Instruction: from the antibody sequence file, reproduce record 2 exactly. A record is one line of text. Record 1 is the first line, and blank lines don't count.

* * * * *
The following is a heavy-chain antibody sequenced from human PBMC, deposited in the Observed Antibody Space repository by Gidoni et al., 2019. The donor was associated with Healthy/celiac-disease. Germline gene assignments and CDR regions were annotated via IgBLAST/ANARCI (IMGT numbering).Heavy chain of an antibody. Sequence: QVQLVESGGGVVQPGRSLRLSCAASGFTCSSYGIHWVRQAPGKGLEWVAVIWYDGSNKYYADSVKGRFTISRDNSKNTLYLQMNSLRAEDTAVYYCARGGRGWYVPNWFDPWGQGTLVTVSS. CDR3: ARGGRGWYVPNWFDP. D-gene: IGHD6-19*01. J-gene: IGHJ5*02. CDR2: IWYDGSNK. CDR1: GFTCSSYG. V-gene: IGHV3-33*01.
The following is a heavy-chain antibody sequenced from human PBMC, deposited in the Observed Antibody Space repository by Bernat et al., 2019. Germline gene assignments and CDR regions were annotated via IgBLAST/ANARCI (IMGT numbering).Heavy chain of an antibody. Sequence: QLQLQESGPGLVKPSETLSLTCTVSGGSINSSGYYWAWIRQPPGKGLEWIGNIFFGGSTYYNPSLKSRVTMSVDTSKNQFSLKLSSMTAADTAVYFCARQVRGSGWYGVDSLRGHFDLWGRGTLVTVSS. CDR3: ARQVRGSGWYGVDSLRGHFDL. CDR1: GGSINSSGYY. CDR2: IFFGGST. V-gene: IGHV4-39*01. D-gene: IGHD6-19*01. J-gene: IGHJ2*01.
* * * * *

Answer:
The following is a heavy-chain antibody sequenced from human PBMC, deposited in the Observed Antibody Space repository by Bernat et al., 2019. Germline gene assignments and CDR regions were annotated via IgBLAST/ANARCI (IMGT numbering).Heavy chain of an antibody. Sequence: QLQLQESGPGLVKPSETLSLTCTVSGGSINSSGYYWAWIRQPPGKGLEWIGNIFFGGSTYYNPSLKSRVTMSVDTSKNQFSLKLSSMTAADTAVYFCARQVRGSGWYGVDSLRGHFDLWGRGTLVTVSS. CDR3: ARQVRGSGWYGVDSLRGHFDL. CDR1: GGSINSSGYY. CDR2: IFFGGST. V-gene: IGHV4-39*01. D-gene: IGHD6-19*01. J-gene: IGHJ2*01.